The fun of riding on a bicycle was short lived as in came the pain. I lost count of breakdowns I had with the first bicycle I rode on. All the breakdowns were due to a problem with the chain—it needed to be lubricated.

Not wanting to waste time I could walk a distance of five minutes each time the chain fell until enough was enough. I had to call for another “taxi”.

Now this was like jumping from the frying pan into the fire.

Unlike the first taxi which was a bit cosy, this one was not padded I had to sit on metals. To and from Mtauchira on this bicycle was a life experience I will live to remember, it was so painful that by the time I reached Salima Boma my backside was sore making it difficult for me to sit properly. I had to cancel the evening fun.

Lighter moments

There is always light at the end of the tunnel so they say. My light finally shone when I was passing by one of the villages. A child, who looked to me to be around three years old, called me “azungu” (White woman). Now, that was the only time I laughed in the whole adventure. As I passed him I waved at him adding more excitement to the little boy who surely had no idea how a white woman looks like.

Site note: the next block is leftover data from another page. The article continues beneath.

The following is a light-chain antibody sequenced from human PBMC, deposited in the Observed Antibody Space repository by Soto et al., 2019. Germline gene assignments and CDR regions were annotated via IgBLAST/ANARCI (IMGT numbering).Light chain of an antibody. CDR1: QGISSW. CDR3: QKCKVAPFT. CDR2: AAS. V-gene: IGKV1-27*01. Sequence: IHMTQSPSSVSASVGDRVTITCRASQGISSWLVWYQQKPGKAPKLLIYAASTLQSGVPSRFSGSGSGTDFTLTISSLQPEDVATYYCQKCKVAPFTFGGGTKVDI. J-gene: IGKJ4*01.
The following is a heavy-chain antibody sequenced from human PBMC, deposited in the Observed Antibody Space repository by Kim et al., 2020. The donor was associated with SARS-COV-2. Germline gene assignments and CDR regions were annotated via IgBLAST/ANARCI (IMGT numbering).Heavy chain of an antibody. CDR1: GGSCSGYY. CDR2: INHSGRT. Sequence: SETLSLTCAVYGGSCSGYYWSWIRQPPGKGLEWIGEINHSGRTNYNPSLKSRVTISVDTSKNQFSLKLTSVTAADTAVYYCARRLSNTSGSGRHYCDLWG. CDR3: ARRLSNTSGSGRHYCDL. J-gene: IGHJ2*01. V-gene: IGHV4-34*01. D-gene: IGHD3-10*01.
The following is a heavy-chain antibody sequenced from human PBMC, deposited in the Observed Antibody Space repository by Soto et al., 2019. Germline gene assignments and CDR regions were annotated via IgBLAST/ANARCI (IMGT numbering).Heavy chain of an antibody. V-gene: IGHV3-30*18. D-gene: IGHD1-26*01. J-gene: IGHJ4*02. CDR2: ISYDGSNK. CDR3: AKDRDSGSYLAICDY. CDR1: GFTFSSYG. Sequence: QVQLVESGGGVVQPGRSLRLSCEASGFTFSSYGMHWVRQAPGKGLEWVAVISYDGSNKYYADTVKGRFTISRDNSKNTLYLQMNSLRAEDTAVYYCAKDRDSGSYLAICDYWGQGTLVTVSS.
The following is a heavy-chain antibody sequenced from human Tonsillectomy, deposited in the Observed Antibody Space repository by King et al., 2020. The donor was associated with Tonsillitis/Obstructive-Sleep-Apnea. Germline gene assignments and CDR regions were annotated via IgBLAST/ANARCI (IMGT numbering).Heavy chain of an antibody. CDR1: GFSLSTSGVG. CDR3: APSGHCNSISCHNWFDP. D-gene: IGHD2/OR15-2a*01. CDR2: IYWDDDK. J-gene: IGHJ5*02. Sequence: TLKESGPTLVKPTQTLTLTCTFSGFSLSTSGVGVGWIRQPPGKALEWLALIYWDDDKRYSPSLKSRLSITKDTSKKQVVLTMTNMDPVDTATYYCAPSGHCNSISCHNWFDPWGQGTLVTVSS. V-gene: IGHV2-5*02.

The mother chipping in almost immediately corrected the boy.
“Iwe mzungu amaoneka choncho?” (Does a white woman look like her?).

I understood his expression in the context that since I looked more polished than the rest of the village girls, to him only a white woman is supposed to be that polished and dress in pants like I did.
I do not blame him or am I blaming anybody for this.

Maybe I should have worn Chilundu (wrapper)or something Malawian maybe then the boy would have known that I am one of them.
Unfortunately; I haven’t found any dressing code that is more Malawian. As we passed another village, a young boy rushed in front of my taxi.

The mother fearing for an accident shouted:
“Iwe akakugunda matofotofowo akutenga kupita ku chipatala?” (If they hit you will the fat woman take you to the hospital?).

I was supposed to be angry because much as I know I have weight issues, I do not take it lightly if someone calls me fat, still I laughed.
Before I got off the bike to the car, I asked my taxi “driver” whether the area was represented in Parliament and he said yes.

“But he does not come here anymore. In fact, he stays at the Boma. The only time he comes here is when he is campaigning. You have seen the problems that we face maybe you will talk to him si muli ku tauni komweko.”
I promised this man, that I would talk to the MP for this area and I will do that for the sake of the boy who called me “azungu” so that maybe if he comes to the city he will see the real mzungu.

1 comment:

  1. Sellina,
    This is an excellent blog. Publicise it and invite professionals to discuss issues with you. Keep the writing habit alive by writing regularly.

    Onlinelecturer

    ReplyDelete